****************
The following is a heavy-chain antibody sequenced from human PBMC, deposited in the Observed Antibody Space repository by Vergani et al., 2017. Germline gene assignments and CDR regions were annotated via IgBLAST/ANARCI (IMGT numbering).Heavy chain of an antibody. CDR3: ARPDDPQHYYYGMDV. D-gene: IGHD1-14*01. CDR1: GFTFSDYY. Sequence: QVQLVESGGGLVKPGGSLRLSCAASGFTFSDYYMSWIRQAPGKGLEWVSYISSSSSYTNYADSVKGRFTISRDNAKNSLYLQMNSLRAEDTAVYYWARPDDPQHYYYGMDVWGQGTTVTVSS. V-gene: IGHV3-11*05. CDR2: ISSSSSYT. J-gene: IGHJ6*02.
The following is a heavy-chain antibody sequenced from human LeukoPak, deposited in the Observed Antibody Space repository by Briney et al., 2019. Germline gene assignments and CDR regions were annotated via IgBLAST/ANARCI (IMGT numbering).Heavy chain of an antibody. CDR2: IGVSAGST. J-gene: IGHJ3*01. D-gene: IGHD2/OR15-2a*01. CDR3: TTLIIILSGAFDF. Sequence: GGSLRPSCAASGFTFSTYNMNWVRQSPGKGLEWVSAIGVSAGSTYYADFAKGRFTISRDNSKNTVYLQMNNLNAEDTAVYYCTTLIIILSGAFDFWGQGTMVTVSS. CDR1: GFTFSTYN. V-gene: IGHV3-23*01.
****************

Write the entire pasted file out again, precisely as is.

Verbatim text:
The following is a heavy-chain antibody sequenced from human PBMC, deposited in the Observed Antibody Space repository by Vergani et al., 2017. Germline gene assignments and CDR regions were annotated via IgBLAST/ANARCI (IMGT numbering).Heavy chain of an antibody. CDR3: ARPDDPQHYYYGMDV. D-gene: IGHD1-14*01. CDR1: GFTFSDYY. Sequence: QVQLVESGGGLVKPGGSLRLSCAASGFTFSDYYMSWIRQAPGKGLEWVSYISSSSSYTNYADSVKGRFTISRDNAKNSLYLQMNSLRAEDTAVYYWARPDDPQHYYYGMDVWGQGTTVTVSS. V-gene: IGHV3-11*05. CDR2: ISSSSSYT. J-gene: IGHJ6*02.
The following is a heavy-chain antibody sequenced from human LeukoPak, deposited in the Observed Antibody Space repository by Briney et al., 2019. Germline gene assignments and CDR regions were annotated via IgBLAST/ANARCI (IMGT numbering).Heavy chain of an antibody. CDR2: IGVSAGST. J-gene: IGHJ3*01. D-gene: IGHD2/OR15-2a*01. CDR3: TTLIIILSGAFDF. Sequence: GGSLRPSCAASGFTFSTYNMNWVRQSPGKGLEWVSAIGVSAGSTYYADFAKGRFTISRDNSKNTVYLQMNNLNAEDTAVYYCTTLIIILSGAFDFWGQGTMVTVSS. CDR1: GFTFSTYN. V-gene: IGHV3-23*01.